A Life Cycle Approach to Waste Prevention from the Oregon Residential Construction Sector

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This presentation provides the results of lifecycle analysis research that prioritizes the environmental benefits of 25 different green building practices.

This presentation provides the results of lifecycle analysis research that prioritizes the environmental benefits of 25 different green building practices.

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  • DEQ hiredQuantis as our main consulting firm to conduct the lifecycle analysisEarth Advantage, who is a regional green building certification organization who and OHBA were subcontractors and partners on the projectEA and OHBA grounded the research in building design and science specific to Oregon conditionsInvaluable partners on the project and am happy to be presenting with EA today
  • DEQ has been tracking was generated in the State since 1992Trash can represent…..recycling bins represent….A few trends in the chartMore waste is being sent to the landfill per personMore waste is being recoveredThe trend, however, that is the most environmentally compelling is that Oregonians are consuming more and more stuff over timeI’m going to show you the same chart but add on data from 2008 and 2009
  • You’ll see that in 2008, the beginning of the economic recession, Oregonians started consuming less stuff and were throwing away and recycling less waste. 2008 also happens to be the first year in US history when the nations GHG emissions actually decreased. It also happened to be the first year ever when the average american home size went down. Nevertheless, DEQ is concerned with the environmental impacts of our consumption. So, what do you do about it?
  • Well, we go back to 3rd grade and remember reduce, reuse, recycle. We chose to focus on “waste prevention”, which is the reduce, reuse portion of reduce, reuse, recycle rather than recycling. There’s 2 main reasons for this. First and foremost is that the environmental benefits of material reduction and reuse are far greater than the benefits of recycling and the second is that Oregonians are getting really darn good at recycling and it’s time to be thinking about waste prevention more.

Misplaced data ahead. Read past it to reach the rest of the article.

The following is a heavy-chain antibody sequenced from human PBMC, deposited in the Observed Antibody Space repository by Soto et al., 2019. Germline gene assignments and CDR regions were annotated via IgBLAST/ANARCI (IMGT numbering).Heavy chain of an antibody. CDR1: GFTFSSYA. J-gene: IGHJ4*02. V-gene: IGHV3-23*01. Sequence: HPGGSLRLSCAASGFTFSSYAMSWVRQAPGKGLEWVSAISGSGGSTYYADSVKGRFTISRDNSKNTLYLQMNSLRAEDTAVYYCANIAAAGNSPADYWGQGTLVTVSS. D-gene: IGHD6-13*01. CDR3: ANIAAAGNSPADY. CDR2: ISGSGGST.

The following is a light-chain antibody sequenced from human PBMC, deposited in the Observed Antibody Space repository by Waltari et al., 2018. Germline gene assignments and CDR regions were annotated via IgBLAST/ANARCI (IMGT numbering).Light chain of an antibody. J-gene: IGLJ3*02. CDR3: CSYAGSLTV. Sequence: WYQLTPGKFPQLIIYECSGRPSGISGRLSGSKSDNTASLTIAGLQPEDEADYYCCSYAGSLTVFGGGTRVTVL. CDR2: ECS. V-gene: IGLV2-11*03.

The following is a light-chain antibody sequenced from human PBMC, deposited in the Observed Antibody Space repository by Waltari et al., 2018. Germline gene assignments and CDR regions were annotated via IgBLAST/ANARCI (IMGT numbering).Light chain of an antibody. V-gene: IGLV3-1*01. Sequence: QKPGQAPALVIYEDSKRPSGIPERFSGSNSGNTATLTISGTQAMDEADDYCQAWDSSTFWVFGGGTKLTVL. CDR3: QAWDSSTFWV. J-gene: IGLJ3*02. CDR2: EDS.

• In 2009, Oregonians recovered (recycled, composted, energy recovery) about 45% of all waste generated. That’s pretty good! The national average is 33%. Still, however, 20-30% of our disposed waste stream is comprised of construction, remodeling, and demolition debris. Here’s the other reason why we focus on reduction and reuse
  • Here are the GHG emissions from producing, landfilling, and recycling 3 common building materials – carpet, HDPE, and asphalt roofing. You’ll see that the vast majority of the impacts over a products lifecycle is in producing that material. The GHG impact of landfilling these materials barely even shows up on the screen. Then we have the GHG emissions avoided if these materials are recycled. Recycling conserves energy and greenhouse gases in the production of new materials. So, the main benefit of recycling is NOT landfill avoidance – rather, it’s avoiding the GHG emission associated with extracting and processing new virgin materials. There is a common public misconception about this. For these materials, recycling can reduce the energy needed to make new products between 50-75%. Less energy used means less GHG emissions. That’s good, but what about the benefits of material reduction and reuse. Well, if you reduced the use of reused any of these materials you would completely avoid the production related emissions of the product’s lifecycle, which is why reduce and reuse have larger benefits that recycling.
  • JordanWe went out and met with stakeholdersto brainstorm all these different ways to use less or reuse materials and evaluated them using lifecycle analysis. We looked at lifetime benefits of the practices. For example, when evaluating small homes we looked at the benefit of using less material, the benefit of using less energy to operate a small home, and the beneftis of producing less waste at the end of the home’s life. The full lifecyclePurpose of LCA evaluation is to prioritize these practices based on environmental benefit.
  • On its own, waste generation or prevention is not a very good measure of environmental impact.Without a comprehensive view, we risk making decisions that result in waste prevention, but worse overall environmental outcomes. LCA provides a framework to look broadly across the scope of the system and across many categories of environmental impact to avoid making decisions that look good within a small view but bad within a more complete view.